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Victims, many of whom are minors or young adults, have died from ingesting fentanyl in illicit pills marketed as Xanax and other non-lethal drugs but which contain the dangerous opioid unbeknownst to buyers. Among teenagers, U.S. fentanyl deaths tripled over two years. Deaths among Black teenagers in the U.S. increased five-fold. Reports suggest some victims may be purchasing illicit drugs and pills containing the opioid on social media apps like Snapchat.
Months-old babies, law enforcement officers and even maintenance workers are dying from accidental exposure to the drug.
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“Now we’re seeing kids, middle-school-age, dying like crazy, and they’re in no way doing anything other than experiment,” said Rauh, who lost his own son to fentanyl poisoning in 2015. “These aren’t drug users. These are just innocent people who are being allured to the temptation of risk for … excitement, like any young person does. And so we’re pushing the government to give us real-time data so they can’t ignore what’s happening to us.”
He noted that the crisis is costing taxpayers “trillions of dollars.”
Rauh’s son, Thomas, was instantly poisoned from fentanyl manufactured in China. The U.S. government indicted the organization that manufactured the fentanyl responsible for Thomas’s poisoning, but it now operates in Mexico “with the Chinese government’s knowledge and assistance,” according to Rauh.
Only two milligrams of fentanyl is considered a “potentially lethal dose,” and is particularly dangerous for someone who does not have a tolerance to opioid according to the DEA.
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The number of pills seized by law enforcement increased almost 50-fold from the first quarter of 2018 to the last quarter of 2021, with pills representing over a quarter of illicit fentanyl seizures by the end of 2021. Seizures of fentanyl powder also increased from 657 pounds to about 5,326 pounds, according to the National Institutes of Health (NIH).
Emergency room doctors are seeing the impact of record fentanyl poisoning deaths and overdoses first-hand.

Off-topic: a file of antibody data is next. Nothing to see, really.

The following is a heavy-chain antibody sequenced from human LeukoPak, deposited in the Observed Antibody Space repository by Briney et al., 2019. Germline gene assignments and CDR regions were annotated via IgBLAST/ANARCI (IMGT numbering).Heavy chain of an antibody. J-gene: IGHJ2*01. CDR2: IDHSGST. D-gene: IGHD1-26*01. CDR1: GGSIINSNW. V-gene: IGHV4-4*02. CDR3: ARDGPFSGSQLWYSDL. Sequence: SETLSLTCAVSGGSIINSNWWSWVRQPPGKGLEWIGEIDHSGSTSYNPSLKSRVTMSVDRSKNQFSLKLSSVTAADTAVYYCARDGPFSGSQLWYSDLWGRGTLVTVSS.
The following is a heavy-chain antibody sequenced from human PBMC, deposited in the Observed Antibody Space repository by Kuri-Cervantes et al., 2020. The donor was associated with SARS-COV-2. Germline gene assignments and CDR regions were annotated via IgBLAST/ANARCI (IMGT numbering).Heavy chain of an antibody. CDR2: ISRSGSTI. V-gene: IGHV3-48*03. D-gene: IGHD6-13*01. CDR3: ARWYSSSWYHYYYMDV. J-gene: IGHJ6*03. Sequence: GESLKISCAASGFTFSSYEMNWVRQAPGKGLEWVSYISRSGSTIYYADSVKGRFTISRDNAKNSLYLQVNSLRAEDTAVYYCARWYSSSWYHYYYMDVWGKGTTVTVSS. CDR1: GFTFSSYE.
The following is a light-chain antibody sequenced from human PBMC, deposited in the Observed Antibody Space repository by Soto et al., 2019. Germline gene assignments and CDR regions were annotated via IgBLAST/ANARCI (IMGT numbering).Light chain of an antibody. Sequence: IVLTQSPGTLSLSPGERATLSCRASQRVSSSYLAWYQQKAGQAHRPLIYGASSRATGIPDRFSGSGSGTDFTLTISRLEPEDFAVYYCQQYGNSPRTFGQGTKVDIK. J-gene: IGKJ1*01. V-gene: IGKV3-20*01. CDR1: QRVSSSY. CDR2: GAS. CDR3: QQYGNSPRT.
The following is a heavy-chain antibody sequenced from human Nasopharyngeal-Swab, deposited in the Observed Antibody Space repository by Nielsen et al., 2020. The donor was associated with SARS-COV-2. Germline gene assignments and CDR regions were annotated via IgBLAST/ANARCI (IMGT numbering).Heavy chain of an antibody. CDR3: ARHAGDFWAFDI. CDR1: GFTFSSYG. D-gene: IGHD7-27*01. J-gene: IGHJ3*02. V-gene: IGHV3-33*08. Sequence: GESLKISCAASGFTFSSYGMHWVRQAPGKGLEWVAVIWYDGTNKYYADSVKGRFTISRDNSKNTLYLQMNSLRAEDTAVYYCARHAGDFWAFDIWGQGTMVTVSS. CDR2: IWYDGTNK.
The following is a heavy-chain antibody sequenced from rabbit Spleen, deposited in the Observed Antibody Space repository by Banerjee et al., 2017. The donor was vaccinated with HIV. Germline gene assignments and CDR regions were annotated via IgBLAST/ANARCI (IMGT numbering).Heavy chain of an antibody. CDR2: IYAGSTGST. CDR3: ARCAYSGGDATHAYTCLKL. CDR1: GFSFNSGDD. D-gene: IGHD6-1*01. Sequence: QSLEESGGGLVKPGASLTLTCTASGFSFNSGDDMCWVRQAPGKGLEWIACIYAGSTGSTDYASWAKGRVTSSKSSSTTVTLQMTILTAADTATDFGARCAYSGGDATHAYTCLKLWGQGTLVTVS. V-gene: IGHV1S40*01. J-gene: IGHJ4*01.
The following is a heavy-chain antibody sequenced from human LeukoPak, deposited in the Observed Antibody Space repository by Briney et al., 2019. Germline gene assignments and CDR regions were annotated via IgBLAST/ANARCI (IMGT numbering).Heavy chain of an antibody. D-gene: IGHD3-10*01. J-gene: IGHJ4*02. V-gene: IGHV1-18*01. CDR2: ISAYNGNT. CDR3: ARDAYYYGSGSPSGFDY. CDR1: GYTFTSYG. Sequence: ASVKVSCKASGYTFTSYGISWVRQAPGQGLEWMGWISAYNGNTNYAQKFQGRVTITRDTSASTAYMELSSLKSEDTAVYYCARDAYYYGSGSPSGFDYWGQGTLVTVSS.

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“I’m an emergency physician, and I’m going into work today, and I’ll … treat somebody who has an opioid use disorder and treat their addiction or treat their overdose and be lucky to do so because our medical examiners here in San Diego see two-and-a-half deaths a day from fentanyl,” Dr. Lev said. “So I’m very jealous of the consorted effort that we’ve had on COVID, an infectious disease. And I would very much want to see the same type of methodology, approach, focus data on the issue of overdoses.”
Lev added that she has not seen a single fentanyl overdose patient who did not “start with marijuana,” which is why she is calling for better education about the harmful effects of drugs and other prevention efforts in schools and communities.
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Rauh, Lev and some members of Congress are also calling on the administration to label fentanyl as a weapon of mass destruction (WMD) in order to strengthen punishments for entities and individuals who distribute the drug.
“I think they should declare this a weapon of mass destruction immediately,” Rauh said, “and have our military intelligence go after them. We can break the Foreign Sovereign Immunity Act and go after the perpetrators in other countries. We can seize money. We can stop ships at sea. We can have a real effect on the supply.”
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He also added that schools should be educating children about the dangers of the drug and carrying Narcan, or noloxone, in the event of an emergency. In January, a 13-year-old Connecticut boy died after being exposed to fentanyl at a middle school.
About 30,000 people have signed a petition from Families Against Fentanyl calling on the U.S. government to designate the drug as a WMD.
Fox News’ Bradford Betz contributed to this report.